Experiencing a new city, new job, and new people halfway across the country all simultaneously is enough to make anyone a bit overwhelmed, especially if you come from a small town (shout out to El Campo, Texas). However… I did not expect to fall in love so quickly with Washington, D.C.! The past few weeks, I’ve been getting into the groove, trying completely new things yet also looking for little pieces of home as I explore the city. I did not expect to learn as much personally as I am professionally, so I’m sharing the not-so-obvious lessons I’ve learned.
Life is too short to play it safe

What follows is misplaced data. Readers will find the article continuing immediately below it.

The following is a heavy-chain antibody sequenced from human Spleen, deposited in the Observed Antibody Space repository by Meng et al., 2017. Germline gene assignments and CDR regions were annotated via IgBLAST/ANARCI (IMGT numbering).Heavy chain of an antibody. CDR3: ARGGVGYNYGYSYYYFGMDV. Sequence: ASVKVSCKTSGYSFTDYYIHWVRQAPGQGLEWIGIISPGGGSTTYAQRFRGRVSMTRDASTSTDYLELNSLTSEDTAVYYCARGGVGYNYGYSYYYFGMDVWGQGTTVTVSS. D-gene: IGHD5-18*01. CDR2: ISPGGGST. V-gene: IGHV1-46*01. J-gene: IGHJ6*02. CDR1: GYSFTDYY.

For most of my life, I wanted to be a lawyer. I was always somewhat interested in politics, with my interest in agriculture being something I stumbled upon and developed in high school. In my adult life, I would say I’ve always been able to identify what I’m passionate about, what work excites me, and what gets me out of bed in the morning. I’ve struggled with figuring out what career fits these interests and putting it into words when I get the “so, what do you want to do when you graduate?” question. While I still am working on the answer to that question, the one thing I know for certain is that I’m passionate about agriculture, policy, and helping people. Since I first stepped foot at Texas A&M, I quickly identified that the ANRP Internship Program was something I wanted. It almost didn’t seem real when the time came to finally apply for the program about half a year ago, let alone that I got accepted and that I’m actually in D.C. right now as I’m writing this. As I was applying, I had recently figured out and decided that I no longer wanted to go to law school or be a lawyer. It left me in a weird place, not knowing what my future would hold, at a time when I was getting asked those questions more than ever. Even if your plans are changing or you’re not exactly sure what you want to do, internships like these are one of the best things you can ever do for yourself (like seriously). You don’t have to have it all figured out; you just have to take that leap of faith to pursue what’s calling you. And regardless of how intimidating the thought of D.C. was to me, D.C. was calling, and I had to answer. If there is a time to go out and experience things, to get to ask “dumb” questions, to expose yourself to new ideas, to take a stab at something you’ve always found interesting, to make mistakes, I really feel like in my case it’s now. There will always be a million reasons why you can convince yourself NOT to do something… but what’s the harm in trying?